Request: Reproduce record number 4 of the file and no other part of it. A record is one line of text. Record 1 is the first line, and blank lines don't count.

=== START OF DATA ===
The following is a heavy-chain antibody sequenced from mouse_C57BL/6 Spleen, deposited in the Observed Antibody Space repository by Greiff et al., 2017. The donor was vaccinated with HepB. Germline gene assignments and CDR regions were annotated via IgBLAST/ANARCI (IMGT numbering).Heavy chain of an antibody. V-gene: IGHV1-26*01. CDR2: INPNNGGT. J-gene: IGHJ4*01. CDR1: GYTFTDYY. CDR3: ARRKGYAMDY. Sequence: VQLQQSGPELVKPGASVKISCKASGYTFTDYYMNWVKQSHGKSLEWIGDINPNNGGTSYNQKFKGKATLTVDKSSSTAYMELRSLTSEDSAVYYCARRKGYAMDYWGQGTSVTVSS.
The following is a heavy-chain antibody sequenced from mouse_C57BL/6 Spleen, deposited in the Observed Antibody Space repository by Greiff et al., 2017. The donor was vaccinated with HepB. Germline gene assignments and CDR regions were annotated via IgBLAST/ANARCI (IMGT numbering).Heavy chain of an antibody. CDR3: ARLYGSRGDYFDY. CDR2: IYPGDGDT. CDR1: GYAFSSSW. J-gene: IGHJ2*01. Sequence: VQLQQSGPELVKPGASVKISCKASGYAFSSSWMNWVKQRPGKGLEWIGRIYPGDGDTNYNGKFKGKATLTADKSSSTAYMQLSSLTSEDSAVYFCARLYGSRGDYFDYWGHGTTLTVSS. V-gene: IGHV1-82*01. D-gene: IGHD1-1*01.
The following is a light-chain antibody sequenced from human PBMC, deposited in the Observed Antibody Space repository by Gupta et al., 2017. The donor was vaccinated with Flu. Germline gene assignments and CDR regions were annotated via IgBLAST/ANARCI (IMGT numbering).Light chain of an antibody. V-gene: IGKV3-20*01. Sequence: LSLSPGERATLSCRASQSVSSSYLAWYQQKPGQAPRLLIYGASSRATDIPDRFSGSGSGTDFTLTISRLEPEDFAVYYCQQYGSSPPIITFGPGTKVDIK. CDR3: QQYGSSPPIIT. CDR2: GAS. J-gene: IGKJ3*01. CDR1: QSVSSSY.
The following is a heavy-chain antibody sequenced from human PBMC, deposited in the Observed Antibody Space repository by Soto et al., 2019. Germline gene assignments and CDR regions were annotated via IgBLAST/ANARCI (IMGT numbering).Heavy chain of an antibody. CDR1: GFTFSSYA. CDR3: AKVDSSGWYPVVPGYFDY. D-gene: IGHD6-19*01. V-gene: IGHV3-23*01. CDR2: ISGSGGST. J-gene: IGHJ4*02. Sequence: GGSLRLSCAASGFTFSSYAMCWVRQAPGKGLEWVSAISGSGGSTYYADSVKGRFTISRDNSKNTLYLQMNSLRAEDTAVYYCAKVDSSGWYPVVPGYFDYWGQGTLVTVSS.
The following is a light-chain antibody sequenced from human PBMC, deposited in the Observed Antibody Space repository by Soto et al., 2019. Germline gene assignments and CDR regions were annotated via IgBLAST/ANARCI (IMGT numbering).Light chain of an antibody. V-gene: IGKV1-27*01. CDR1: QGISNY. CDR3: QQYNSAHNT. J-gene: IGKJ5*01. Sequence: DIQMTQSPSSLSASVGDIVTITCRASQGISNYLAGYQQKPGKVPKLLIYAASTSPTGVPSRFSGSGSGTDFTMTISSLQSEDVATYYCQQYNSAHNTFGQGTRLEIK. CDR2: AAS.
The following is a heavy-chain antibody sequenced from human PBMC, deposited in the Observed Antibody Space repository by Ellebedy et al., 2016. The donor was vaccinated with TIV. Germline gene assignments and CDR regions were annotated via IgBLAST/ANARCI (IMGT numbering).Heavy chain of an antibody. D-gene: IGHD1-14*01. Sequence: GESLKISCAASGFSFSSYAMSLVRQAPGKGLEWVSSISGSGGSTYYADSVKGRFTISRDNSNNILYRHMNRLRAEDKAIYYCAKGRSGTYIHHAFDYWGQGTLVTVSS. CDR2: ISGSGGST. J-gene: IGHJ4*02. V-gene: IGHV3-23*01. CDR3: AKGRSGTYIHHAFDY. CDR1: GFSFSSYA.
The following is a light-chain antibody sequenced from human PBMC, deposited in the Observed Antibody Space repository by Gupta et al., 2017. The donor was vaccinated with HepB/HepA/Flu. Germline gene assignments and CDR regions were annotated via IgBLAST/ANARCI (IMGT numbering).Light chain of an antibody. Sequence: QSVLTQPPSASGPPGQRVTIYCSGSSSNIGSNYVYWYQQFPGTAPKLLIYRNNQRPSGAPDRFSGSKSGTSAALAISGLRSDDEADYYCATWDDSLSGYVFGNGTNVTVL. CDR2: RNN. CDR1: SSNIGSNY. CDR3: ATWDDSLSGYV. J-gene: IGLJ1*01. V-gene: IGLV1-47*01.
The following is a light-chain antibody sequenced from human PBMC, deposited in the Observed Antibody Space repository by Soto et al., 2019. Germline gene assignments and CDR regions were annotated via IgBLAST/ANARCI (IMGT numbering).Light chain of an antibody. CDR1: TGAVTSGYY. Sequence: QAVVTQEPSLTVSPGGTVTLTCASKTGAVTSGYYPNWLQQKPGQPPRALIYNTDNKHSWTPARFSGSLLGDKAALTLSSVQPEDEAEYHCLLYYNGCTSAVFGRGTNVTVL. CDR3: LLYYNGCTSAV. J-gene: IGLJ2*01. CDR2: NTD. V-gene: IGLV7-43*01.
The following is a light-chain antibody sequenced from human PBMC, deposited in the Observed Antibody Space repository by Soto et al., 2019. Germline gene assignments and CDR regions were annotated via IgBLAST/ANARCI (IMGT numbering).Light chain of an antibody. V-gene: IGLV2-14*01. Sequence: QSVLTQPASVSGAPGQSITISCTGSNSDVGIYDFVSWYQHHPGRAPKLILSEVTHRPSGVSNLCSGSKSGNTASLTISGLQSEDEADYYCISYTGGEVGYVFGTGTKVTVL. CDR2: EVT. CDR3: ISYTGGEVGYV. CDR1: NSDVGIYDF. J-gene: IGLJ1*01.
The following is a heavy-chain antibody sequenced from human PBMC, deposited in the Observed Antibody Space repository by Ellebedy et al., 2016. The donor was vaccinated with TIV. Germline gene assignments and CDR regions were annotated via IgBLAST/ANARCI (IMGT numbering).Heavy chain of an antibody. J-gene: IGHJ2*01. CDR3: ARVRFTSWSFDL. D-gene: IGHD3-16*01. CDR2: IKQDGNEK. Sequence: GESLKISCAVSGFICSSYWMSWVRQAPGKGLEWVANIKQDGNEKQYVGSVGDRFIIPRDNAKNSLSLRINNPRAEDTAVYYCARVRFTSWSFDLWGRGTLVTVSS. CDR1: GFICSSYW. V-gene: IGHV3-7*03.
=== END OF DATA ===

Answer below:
The following is a heavy-chain antibody sequenced from human PBMC, deposited in the Observed Antibody Space repository by Soto et al., 2019. Germline gene assignments and CDR regions were annotated via IgBLAST/ANARCI (IMGT numbering).Heavy chain of an antibody. CDR1: GFTFSSYA. CDR3: AKVDSSGWYPVVPGYFDY. D-gene: IGHD6-19*01. V-gene: IGHV3-23*01. CDR2: ISGSGGST. J-gene: IGHJ4*02. Sequence: GGSLRLSCAASGFTFSSYAMCWVRQAPGKGLEWVSAISGSGGSTYYADSVKGRFTISRDNSKNTLYLQMNSLRAEDTAVYYCAKVDSSGWYPVVPGYFDYWGQGTLVTVSS.